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A brighter future? Quantifying the rebound effect in energy efficient lighting

: Schleich, Joachim; Mills, Bradford F.; Dütschke, Elisabeth

Preprint urn:nbn:de:0011-n-2905341 (304 KByte PDF)
MD5 Fingerprint: 1a4a21b78e22c83e0ef6099fb28fe2e5
Created on: 14.12.2018

Energy policy 72 (2014), pp.35-42
ISSN: 0301-4215
Journal Article, Electronic Publication
Fraunhofer ISI ()
rebound; lighting; energy efficiency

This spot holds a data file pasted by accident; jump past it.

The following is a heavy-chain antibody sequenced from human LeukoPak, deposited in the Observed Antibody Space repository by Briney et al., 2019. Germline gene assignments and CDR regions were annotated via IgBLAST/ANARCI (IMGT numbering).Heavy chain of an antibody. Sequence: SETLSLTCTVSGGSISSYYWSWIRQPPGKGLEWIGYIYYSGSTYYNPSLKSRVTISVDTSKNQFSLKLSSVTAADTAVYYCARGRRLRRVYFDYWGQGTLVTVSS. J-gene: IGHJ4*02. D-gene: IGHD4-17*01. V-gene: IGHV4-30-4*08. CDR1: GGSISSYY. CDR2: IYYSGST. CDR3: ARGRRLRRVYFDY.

This paper quantifies the direct rebound effects associated with the switch from incandescent lamps (ILs) or halogen bulbs to more energy efficient compact fluorescent lamps (CFLs) or light emitting diodes (LEDs) using a large nationally representative survey of German households. The direct rebound effect is measured as the elasticity of energy demand for lighting with respect to changes in energy efficient lamps. In particular, the rebound effect is decomposed into changes in lamp luminosity and burn time. For the average bulb, the associated total direct rebound effect is estimated at about 6%. The larger part (around 60%) of this rebound effect results from increases in bulb luminosity. For the most frequent (modal) bulb switch, i.e. the replacement of the main bulb in the living or dining room, the total direct rebound effect is just below 3%, with around 60% attributable to an increase in burn time. Average and modal bulb differences suggest that the magnitude of the rebound effect may decrease with intensity of initial bulb use. The magnitude of the direct rebound and the relative contributions of changes in luminosity and burn time also differ by initial bulb type and by replacement bulb type.